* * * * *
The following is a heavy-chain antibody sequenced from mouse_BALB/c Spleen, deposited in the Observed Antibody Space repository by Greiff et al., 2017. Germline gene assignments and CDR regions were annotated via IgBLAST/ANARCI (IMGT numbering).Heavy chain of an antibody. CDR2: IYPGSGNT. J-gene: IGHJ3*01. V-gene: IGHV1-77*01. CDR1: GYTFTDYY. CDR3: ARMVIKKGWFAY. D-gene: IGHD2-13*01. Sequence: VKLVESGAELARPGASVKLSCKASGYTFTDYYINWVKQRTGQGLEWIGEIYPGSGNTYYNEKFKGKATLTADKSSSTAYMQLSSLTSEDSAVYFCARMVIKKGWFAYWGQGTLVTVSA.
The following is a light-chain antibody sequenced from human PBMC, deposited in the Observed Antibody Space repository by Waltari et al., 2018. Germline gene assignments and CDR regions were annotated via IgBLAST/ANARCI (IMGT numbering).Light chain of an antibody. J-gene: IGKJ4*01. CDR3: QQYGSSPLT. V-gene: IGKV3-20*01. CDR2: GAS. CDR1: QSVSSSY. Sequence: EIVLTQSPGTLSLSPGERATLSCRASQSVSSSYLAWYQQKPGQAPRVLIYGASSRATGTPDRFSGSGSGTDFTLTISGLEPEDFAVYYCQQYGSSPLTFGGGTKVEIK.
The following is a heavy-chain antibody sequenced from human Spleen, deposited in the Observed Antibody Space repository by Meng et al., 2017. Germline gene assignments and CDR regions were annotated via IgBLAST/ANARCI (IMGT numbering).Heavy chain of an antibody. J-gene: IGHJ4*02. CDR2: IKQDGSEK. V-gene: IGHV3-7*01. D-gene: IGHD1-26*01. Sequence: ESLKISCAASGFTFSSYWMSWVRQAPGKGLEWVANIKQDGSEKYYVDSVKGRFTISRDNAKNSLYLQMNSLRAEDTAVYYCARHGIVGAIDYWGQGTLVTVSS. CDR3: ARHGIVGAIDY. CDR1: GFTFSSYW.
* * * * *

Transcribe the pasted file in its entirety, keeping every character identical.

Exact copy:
The following is a heavy-chain antibody sequenced from mouse_BALB/c Spleen, deposited in the Observed Antibody Space repository by Greiff et al., 2017. Germline gene assignments and CDR regions were annotated via IgBLAST/ANARCI (IMGT numbering).Heavy chain of an antibody. CDR2: IYPGSGNT. J-gene: IGHJ3*01. V-gene: IGHV1-77*01. CDR1: GYTFTDYY. CDR3: ARMVIKKGWFAY. D-gene: IGHD2-13*01. Sequence: VKLVESGAELARPGASVKLSCKASGYTFTDYYINWVKQRTGQGLEWIGEIYPGSGNTYYNEKFKGKATLTADKSSSTAYMQLSSLTSEDSAVYFCARMVIKKGWFAYWGQGTLVTVSA.
The following is a light-chain antibody sequenced from human PBMC, deposited in the Observed Antibody Space repository by Waltari et al., 2018. Germline gene assignments and CDR regions were annotated via IgBLAST/ANARCI (IMGT numbering).Light chain of an antibody. J-gene: IGKJ4*01. CDR3: QQYGSSPLT. V-gene: IGKV3-20*01. CDR2: GAS. CDR1: QSVSSSY. Sequence: EIVLTQSPGTLSLSPGERATLSCRASQSVSSSYLAWYQQKPGQAPRVLIYGASSRATGTPDRFSGSGSGTDFTLTISGLEPEDFAVYYCQQYGSSPLTFGGGTKVEIK.
The following is a heavy-chain antibody sequenced from human Spleen, deposited in the Observed Antibody Space repository by Meng et al., 2017. Germline gene assignments and CDR regions were annotated via IgBLAST/ANARCI (IMGT numbering).Heavy chain of an antibody. J-gene: IGHJ4*02. CDR2: IKQDGSEK. V-gene: IGHV3-7*01. D-gene: IGHD1-26*01. Sequence: ESLKISCAASGFTFSSYWMSWVRQAPGKGLEWVANIKQDGSEKYYVDSVKGRFTISRDNAKNSLYLQMNSLRAEDTAVYYCARHGIVGAIDYWGQGTLVTVSS. CDR3: ARHGIVGAIDY. CDR1: GFTFSSYW.